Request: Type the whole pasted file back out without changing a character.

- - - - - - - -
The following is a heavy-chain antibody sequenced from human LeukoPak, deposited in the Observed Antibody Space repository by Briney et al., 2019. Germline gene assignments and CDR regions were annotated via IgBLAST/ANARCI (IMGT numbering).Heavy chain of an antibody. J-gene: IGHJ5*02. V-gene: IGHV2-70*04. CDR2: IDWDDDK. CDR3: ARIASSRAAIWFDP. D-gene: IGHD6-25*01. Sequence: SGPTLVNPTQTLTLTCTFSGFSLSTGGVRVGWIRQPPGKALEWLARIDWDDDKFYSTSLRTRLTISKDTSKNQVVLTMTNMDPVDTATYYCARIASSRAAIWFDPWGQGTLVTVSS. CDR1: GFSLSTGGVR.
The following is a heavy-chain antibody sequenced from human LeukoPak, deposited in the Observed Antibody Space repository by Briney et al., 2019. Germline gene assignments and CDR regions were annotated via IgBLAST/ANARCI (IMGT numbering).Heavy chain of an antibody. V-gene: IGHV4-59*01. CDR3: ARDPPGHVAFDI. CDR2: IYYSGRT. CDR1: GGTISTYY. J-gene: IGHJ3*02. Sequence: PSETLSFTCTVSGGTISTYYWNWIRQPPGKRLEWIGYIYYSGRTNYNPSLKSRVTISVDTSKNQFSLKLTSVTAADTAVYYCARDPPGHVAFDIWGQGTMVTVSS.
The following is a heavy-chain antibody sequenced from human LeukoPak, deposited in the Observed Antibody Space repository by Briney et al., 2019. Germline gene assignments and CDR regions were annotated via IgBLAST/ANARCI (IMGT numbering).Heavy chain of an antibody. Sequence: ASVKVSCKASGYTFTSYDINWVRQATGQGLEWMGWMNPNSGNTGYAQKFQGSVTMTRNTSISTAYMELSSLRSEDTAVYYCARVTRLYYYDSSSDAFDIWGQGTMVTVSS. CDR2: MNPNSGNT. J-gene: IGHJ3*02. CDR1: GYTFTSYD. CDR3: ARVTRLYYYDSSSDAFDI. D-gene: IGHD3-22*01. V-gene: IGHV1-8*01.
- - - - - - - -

The following is a heavy-chain antibody sequenced from human LeukoPak, deposited in the Observed Antibody Space repository by Briney et al., 2019. Germline gene assignments and CDR regions were annotated via IgBLAST/ANARCI (IMGT numbering).Heavy chain of an antibody. J-gene: IGHJ5*02. V-gene: IGHV2-70*04. CDR2: IDWDDDK. CDR3: ARIASSRAAIWFDP. D-gene: IGHD6-25*01. Sequence: SGPTLVNPTQTLTLTCTFSGFSLSTGGVRVGWIRQPPGKALEWLARIDWDDDKFYSTSLRTRLTISKDTSKNQVVLTMTNMDPVDTATYYCARIASSRAAIWFDPWGQGTLVTVSS. CDR1: GFSLSTGGVR.
The following is a heavy-chain antibody sequenced from human LeukoPak, deposited in the Observed Antibody Space repository by Briney et al., 2019. Germline gene assignments and CDR regions were annotated via IgBLAST/ANARCI (IMGT numbering).Heavy chain of an antibody. V-gene: IGHV4-59*01. CDR3: ARDPPGHVAFDI. CDR2: IYYSGRT. CDR1: GGTISTYY. J-gene: IGHJ3*02. Sequence: PSETLSFTCTVSGGTISTYYWNWIRQPPGKRLEWIGYIYYSGRTNYNPSLKSRVTISVDTSKNQFSLKLTSVTAADTAVYYCARDPPGHVAFDIWGQGTMVTVSS.
The following is a heavy-chain antibody sequenced from human LeukoPak, deposited in the Observed Antibody Space repository by Briney et al., 2019. Germline gene assignments and CDR regions were annotated via IgBLAST/ANARCI (IMGT numbering).Heavy chain of an antibody. Sequence: ASVKVSCKASGYTFTSYDINWVRQATGQGLEWMGWMNPNSGNTGYAQKFQGSVTMTRNTSISTAYMELSSLRSEDTAVYYCARVTRLYYYDSSSDAFDIWGQGTMVTVSS. CDR2: MNPNSGNT. J-gene: IGHJ3*02. CDR1: GYTFTSYD. CDR3: ARVTRLYYYDSSSDAFDI. D-gene: IGHD3-22*01. V-gene: IGHV1-8*01.